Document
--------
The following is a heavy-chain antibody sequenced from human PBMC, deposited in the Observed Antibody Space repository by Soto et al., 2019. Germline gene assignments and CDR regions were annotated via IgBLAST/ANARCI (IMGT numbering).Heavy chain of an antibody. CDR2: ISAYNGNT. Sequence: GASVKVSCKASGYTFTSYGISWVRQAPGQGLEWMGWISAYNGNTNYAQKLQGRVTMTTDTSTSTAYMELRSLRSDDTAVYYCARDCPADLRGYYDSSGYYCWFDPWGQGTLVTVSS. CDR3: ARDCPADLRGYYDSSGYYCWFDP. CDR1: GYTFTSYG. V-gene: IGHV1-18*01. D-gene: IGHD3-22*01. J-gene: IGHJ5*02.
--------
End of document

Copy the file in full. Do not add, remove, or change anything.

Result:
The following is a heavy-chain antibody sequenced from human PBMC, deposited in the Observed Antibody Space repository by Soto et al., 2019. Germline gene assignments and CDR regions were annotated via IgBLAST/ANARCI (IMGT numbering).Heavy chain of an antibody. CDR2: ISAYNGNT. Sequence: GASVKVSCKASGYTFTSYGISWVRQAPGQGLEWMGWISAYNGNTNYAQKLQGRVTMTTDTSTSTAYMELRSLRSDDTAVYYCARDCPADLRGYYDSSGYYCWFDPWGQGTLVTVSS. CDR3: ARDCPADLRGYYDSSGYYCWFDP. CDR1: GYTFTSYG. V-gene: IGHV1-18*01. D-gene: IGHD3-22*01. J-gene: IGHJ5*02.